Once a year - more often, if you re lucky - it is time for that mystical moment in life. That time where you just get to leave it all behind, forget your worries and visit your version of heaven. This time is called ‘Holiday’. A time of leisure, reading books on a beach, discovering new cultures and exciting adventures, it is a moment we all look forward to.
But what about your cat? Chances are, they don’t particularly feel the need to join you on your trip. Luckily, there are several options available - some more preferable to others. Let’s have a look!
Ask someone you know to drop by
Having a friend, family member or neighbour drop by to feed and check up on kitty is a time-honoured tradition and works especially well if they too need a cat sitter. If you scratch their back, they will most certainly scratch yours, keeping the cost of kitty’s upkeep during your absence to a minimum. A couple of things to keep in mind:
- See if you can get them to occasionally spend a little time actually cuddling your cat if they are cuddly in nature - especially if you’re going to be gone for several weeks.
- Make sure you leave the phone number where you can be reached, the phone number of your veterinarian, your pet carrier and some cash on hand just in case. You never know what might happen and it is best to make these things easy to find in the moment.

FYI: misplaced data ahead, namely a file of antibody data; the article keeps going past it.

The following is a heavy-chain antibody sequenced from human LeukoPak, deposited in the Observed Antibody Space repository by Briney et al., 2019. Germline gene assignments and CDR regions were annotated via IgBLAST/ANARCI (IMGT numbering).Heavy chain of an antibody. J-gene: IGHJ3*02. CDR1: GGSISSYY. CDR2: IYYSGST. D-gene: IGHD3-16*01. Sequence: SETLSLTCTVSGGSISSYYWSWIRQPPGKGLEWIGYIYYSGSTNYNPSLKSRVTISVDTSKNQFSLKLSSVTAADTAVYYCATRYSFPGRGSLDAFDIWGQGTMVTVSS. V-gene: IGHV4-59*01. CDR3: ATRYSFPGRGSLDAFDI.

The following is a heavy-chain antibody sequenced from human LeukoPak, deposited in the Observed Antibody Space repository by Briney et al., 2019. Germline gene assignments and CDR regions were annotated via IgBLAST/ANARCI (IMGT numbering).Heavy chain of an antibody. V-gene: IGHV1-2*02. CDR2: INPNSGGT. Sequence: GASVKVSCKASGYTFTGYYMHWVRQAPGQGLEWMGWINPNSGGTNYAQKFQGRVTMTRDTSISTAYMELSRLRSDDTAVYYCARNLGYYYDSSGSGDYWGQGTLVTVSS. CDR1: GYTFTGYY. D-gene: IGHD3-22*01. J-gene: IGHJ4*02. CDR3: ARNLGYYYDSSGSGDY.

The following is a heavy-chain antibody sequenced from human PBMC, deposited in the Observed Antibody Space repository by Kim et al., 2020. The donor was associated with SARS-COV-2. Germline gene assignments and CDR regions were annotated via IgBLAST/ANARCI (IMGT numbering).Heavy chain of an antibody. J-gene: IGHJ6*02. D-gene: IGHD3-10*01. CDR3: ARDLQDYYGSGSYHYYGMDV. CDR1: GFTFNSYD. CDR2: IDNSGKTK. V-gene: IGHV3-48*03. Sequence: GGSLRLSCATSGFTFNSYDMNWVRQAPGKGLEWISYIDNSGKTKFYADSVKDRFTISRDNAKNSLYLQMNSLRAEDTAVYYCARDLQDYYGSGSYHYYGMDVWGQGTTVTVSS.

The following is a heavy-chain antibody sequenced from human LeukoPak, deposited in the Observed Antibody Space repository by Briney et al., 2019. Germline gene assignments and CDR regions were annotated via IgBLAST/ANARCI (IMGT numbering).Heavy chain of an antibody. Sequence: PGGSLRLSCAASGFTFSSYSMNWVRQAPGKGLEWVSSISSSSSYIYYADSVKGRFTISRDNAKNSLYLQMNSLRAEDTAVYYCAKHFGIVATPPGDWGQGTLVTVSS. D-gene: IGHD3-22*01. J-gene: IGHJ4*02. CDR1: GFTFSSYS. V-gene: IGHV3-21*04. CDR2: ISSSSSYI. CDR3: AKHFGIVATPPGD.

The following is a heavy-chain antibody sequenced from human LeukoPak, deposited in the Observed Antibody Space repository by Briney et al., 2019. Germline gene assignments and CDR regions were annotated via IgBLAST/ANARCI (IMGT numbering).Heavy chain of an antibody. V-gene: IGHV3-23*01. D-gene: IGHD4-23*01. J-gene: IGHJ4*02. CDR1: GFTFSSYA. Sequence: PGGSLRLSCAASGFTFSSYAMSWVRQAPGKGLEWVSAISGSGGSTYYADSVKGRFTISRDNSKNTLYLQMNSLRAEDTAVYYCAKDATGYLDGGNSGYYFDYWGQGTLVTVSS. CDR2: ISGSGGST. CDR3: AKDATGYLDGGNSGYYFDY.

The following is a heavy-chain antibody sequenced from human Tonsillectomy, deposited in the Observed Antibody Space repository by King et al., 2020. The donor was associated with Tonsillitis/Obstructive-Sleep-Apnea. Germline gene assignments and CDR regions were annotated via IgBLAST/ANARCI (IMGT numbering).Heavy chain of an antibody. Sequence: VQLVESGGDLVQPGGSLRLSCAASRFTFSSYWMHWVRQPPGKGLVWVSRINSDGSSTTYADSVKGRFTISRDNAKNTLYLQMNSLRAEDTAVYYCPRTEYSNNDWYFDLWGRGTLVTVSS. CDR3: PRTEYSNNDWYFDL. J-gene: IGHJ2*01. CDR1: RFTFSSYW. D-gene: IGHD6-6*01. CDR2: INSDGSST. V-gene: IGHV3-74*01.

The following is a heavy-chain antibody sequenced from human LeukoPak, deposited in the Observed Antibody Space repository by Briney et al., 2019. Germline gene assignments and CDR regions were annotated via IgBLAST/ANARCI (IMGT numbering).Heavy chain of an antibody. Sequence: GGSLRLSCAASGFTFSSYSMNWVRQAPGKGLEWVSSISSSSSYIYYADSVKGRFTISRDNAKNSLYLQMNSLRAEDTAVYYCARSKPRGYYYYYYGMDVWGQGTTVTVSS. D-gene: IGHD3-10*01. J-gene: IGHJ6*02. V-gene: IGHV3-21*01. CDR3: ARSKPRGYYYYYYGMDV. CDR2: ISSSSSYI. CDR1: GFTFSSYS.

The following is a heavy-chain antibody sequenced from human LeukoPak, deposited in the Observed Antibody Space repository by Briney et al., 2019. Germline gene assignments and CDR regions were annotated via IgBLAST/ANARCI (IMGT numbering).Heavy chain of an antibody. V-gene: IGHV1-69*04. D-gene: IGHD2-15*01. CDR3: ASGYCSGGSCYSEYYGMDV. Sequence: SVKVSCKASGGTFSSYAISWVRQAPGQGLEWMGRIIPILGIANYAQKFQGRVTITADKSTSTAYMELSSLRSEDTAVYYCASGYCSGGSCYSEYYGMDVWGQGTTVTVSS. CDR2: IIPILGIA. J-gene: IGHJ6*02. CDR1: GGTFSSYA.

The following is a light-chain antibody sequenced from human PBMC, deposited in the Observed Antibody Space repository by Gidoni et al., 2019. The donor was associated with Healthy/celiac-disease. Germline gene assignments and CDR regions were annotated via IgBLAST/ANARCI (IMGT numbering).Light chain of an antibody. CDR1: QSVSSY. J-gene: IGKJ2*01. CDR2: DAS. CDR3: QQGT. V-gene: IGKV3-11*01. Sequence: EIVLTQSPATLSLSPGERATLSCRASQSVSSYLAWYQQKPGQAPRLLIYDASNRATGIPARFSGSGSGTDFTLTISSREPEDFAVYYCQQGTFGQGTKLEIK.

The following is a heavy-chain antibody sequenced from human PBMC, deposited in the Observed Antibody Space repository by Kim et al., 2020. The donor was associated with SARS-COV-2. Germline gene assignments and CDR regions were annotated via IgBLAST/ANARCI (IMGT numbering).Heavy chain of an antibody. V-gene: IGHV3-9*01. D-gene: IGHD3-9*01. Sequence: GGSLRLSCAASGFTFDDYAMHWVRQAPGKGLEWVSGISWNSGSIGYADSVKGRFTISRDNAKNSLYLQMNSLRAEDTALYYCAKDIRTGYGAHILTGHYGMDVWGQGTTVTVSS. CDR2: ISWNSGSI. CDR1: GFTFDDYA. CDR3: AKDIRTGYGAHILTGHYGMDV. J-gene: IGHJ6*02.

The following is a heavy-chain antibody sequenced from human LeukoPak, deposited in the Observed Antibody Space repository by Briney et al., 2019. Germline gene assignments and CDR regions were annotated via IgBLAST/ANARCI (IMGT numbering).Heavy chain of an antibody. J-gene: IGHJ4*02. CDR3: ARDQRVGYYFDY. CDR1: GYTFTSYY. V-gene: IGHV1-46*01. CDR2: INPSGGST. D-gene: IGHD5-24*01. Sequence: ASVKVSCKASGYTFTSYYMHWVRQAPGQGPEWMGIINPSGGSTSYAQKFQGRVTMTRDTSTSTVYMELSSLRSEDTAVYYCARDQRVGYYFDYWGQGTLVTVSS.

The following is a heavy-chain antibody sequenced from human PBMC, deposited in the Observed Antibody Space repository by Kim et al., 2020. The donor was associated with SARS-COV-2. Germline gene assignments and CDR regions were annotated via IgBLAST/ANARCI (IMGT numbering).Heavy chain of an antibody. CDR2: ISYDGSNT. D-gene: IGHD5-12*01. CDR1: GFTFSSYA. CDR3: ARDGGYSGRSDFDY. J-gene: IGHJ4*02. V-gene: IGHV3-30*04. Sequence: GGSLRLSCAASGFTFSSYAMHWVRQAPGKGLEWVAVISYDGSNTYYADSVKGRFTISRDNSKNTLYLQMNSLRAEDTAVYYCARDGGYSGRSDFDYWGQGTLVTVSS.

The benefit of this system is that the cat has everything they need while being able to stay in their territory which is vital to their wellbeing. It’ll help significantly in coping with your absence and enjoying their own holiday. The downside, however, is that your friend, family member or neighbour is likely not to take a lot of time to check up on the cat, nor are they a professional or do they know the cat well. When something does happen, it can be overlooked or insufficiently dealt with, despite their good intent.
Hire a cat sitter
If you re not fortunate enough to have anyone close by to ask for this kind of favour, or if you feel that you cannot burden them with the care of an animal that needs medication, there are other options. Many areas have professional cat sitters for hire. Naturally, as with any service, you’d have to vet them. Even better would be to get a referral from someone you trust.
Typically, a professional cat sitter will walk you through all the formalities - your details, specifics on the medical conditions of all the animals you have, where you can be reached, the number of your vet - and they’ll often also take care of your plants, take in your mail and spend 30 minutes with your animal to cuddle and play.
Other benefits include that your animal can stay in their own home, causing minimal fuss or stress for them, and if they need to be medicated, these services usually have no qualms taking care of that either. Many will send you a text or an image of their visit so you know that your kitty is fine.
The downside is that you do pay for this service. It can be more economical than catteries though if you have multiple pets as the price per visit is often the same, no matter the amount of animals you have - depending on the amount of work.
Generally speaking - provided you pick a professional service - this is the most appealing option to all parties. Your cat can stay where they feel most comfortable and yet they get their cuddles, food, check-ups and medication. Meanwhile, you know for sure your kitty is in good hands so you can enjoy your trip guilt free.